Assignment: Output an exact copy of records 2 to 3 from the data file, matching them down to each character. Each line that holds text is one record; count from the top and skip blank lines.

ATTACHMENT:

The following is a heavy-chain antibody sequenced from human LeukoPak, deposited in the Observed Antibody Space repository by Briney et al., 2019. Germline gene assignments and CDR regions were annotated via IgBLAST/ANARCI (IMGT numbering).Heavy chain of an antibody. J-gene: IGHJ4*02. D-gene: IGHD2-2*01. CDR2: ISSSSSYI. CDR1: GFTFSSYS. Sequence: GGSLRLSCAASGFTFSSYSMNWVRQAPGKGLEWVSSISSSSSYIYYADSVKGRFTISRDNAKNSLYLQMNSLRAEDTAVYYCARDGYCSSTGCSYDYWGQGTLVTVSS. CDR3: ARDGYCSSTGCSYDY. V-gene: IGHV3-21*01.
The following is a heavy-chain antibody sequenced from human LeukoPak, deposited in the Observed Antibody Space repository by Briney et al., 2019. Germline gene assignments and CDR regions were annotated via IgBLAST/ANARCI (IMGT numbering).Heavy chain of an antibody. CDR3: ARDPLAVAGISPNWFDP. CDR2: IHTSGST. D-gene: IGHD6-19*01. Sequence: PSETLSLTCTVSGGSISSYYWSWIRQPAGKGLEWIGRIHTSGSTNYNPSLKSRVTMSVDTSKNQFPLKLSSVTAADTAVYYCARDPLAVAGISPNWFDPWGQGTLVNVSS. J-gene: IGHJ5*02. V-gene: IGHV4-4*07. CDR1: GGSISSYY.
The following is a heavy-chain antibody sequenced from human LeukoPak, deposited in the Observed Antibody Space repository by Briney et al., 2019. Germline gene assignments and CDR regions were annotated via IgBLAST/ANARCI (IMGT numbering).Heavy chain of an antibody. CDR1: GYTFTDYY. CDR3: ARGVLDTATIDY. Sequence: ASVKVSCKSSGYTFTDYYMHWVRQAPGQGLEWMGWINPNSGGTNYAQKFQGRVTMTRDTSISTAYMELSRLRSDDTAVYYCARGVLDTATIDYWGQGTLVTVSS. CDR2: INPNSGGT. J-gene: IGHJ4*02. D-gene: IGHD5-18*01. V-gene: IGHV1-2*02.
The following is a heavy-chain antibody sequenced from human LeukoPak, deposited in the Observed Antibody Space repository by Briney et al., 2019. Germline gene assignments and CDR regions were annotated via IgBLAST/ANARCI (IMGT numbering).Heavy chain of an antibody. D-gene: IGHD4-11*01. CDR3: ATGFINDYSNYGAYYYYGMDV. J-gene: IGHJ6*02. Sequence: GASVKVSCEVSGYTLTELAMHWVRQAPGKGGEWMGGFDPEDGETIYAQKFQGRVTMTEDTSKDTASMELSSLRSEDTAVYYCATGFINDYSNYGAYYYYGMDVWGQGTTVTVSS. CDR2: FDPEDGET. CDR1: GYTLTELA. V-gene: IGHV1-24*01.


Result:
The following is a heavy-chain antibody sequenced from human LeukoPak, deposited in the Observed Antibody Space repository by Briney et al., 2019. Germline gene assignments and CDR regions were annotated via IgBLAST/ANARCI (IMGT numbering).Heavy chain of an antibody. CDR3: ARDPLAVAGISPNWFDP. CDR2: IHTSGST. D-gene: IGHD6-19*01. Sequence: PSETLSLTCTVSGGSISSYYWSWIRQPAGKGLEWIGRIHTSGSTNYNPSLKSRVTMSVDTSKNQFPLKLSSVTAADTAVYYCARDPLAVAGISPNWFDPWGQGTLVNVSS. J-gene: IGHJ5*02. V-gene: IGHV4-4*07. CDR1: GGSISSYY.
The following is a heavy-chain antibody sequenced from human LeukoPak, deposited in the Observed Antibody Space repository by Briney et al., 2019. Germline gene assignments and CDR regions were annotated via IgBLAST/ANARCI (IMGT numbering).Heavy chain of an antibody. CDR1: GYTFTDYY. CDR3: ARGVLDTATIDY. Sequence: ASVKVSCKSSGYTFTDYYMHWVRQAPGQGLEWMGWINPNSGGTNYAQKFQGRVTMTRDTSISTAYMELSRLRSDDTAVYYCARGVLDTATIDYWGQGTLVTVSS. CDR2: INPNSGGT. J-gene: IGHJ4*02. D-gene: IGHD5-18*01. V-gene: IGHV1-2*02.